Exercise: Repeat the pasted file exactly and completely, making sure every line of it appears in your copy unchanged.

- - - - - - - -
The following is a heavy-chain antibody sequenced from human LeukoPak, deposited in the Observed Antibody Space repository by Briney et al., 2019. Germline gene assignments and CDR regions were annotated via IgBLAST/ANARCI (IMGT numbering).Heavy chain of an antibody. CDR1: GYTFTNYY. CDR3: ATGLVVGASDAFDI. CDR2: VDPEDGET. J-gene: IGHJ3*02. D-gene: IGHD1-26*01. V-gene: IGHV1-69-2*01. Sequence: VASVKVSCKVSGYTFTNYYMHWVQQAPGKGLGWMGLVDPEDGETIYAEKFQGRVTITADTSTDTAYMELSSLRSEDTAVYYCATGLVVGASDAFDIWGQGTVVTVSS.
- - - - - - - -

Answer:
The following is a heavy-chain antibody sequenced from human LeukoPak, deposited in the Observed Antibody Space repository by Briney et al., 2019. Germline gene assignments and CDR regions were annotated via IgBLAST/ANARCI (IMGT numbering).Heavy chain of an antibody. CDR1: GYTFTNYY. CDR3: ATGLVVGASDAFDI. CDR2: VDPEDGET. J-gene: IGHJ3*02. D-gene: IGHD1-26*01. V-gene: IGHV1-69-2*01. Sequence: VASVKVSCKVSGYTFTNYYMHWVQQAPGKGLGWMGLVDPEDGETIYAEKFQGRVTITADTSTDTAYMELSSLRSEDTAVYYCATGLVVGASDAFDIWGQGTVVTVSS.